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Unicheck Blog on Plagiarism

Checking Plagiarism Online Revealed the Astonishing Number of Cheaters

Checking Plagiarism Online Revealed the Astonishing Number of Cheaters

Cheaters and plagiarists have always existed no matter where exactly they study. Universities usually conduct annual surveys aimed at discovering how many students plagiarized at least once, how often and in what manner they did it, what sources they used to take information from, and other details. These surveys help university administration understand how complex a plagiarism issue is and take appropriate measures. Unfortunately, not all universities care about this problem. Some of them still pay little attention to the problem and just neglect checking plagiarism online. As a result, education quality doesn’t get improved.

Nevertheless, Edinburgh Napier University (Scotland) provides a good role model for other educational institutions in the UK and all over the world. According to Daily Record, Edinburgh Napier made an in-depth research between 2012 and 2015 and found out there are 1395 cheating incidents. It’s quite an impressive result, isn’t it?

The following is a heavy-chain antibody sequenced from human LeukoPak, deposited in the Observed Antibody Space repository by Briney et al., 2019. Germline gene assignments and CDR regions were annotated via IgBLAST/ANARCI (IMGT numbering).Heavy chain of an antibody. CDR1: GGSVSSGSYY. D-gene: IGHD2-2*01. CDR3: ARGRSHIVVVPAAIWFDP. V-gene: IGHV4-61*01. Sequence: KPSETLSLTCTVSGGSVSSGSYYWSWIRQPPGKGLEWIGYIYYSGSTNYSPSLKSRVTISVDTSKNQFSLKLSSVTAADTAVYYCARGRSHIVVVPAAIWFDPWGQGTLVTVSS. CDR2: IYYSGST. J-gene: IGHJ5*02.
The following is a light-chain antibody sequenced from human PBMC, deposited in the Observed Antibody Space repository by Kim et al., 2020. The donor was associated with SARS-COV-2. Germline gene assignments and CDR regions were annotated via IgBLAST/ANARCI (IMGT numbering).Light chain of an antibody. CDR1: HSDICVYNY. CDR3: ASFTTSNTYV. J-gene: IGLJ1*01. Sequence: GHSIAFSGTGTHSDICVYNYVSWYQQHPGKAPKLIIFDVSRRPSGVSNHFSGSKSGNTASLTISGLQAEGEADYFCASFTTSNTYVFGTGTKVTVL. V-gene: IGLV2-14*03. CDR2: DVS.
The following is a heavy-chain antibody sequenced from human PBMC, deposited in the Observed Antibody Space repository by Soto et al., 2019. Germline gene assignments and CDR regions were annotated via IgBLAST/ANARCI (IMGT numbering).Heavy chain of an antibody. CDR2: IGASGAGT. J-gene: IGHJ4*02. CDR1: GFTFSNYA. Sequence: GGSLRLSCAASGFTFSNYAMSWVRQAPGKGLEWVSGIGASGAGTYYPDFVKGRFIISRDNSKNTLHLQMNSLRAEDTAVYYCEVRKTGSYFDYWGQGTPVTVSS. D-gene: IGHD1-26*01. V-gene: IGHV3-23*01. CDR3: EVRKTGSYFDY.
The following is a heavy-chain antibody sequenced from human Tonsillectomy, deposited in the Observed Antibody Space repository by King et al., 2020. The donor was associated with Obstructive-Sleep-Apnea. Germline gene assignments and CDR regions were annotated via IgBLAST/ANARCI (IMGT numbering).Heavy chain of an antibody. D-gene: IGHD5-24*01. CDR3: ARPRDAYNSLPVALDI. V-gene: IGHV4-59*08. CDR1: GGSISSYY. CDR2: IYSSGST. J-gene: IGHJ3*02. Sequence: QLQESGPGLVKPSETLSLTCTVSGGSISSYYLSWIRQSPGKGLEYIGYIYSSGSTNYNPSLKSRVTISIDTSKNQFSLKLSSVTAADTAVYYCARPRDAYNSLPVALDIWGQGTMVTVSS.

Thanks to the study conducted by the British universities, it became known that thousands of students use online web resources to buy their academic works and exam results. As for cheating, the University of Kent reported 1947 cases, Westminster – 1933, and East London – 1828. The world’s renowned universities like Cambridge and Oxford found less cheaters: Oxford detected 109 incidents while Cambridge registered only 5 cases of academic dishonesty.

What happens after university administration finds plagiarists? Of course, it depends on the educational institution and its honor code. Sometimes in addition to the destroyed reputation, students may be obliged to pay monetary penalties, rewrite their academic works or retake a course.

As you can see, consequences are rather dangerous, that’s why universities tend to play safe and do their best to explain students what they should do to avoid plagiarism. For example, the Oxford Student Honor Code has the same requirements as the majority of honor codes in other universities: Students are to give credits to the sources they use while working on their own papers (even if students paraphrase all the ideas they find there, they still have to footnote), or else their writings will be considered as plagiarized.

If you want to learn more about all the consequences that untruthful students may face, check our post here.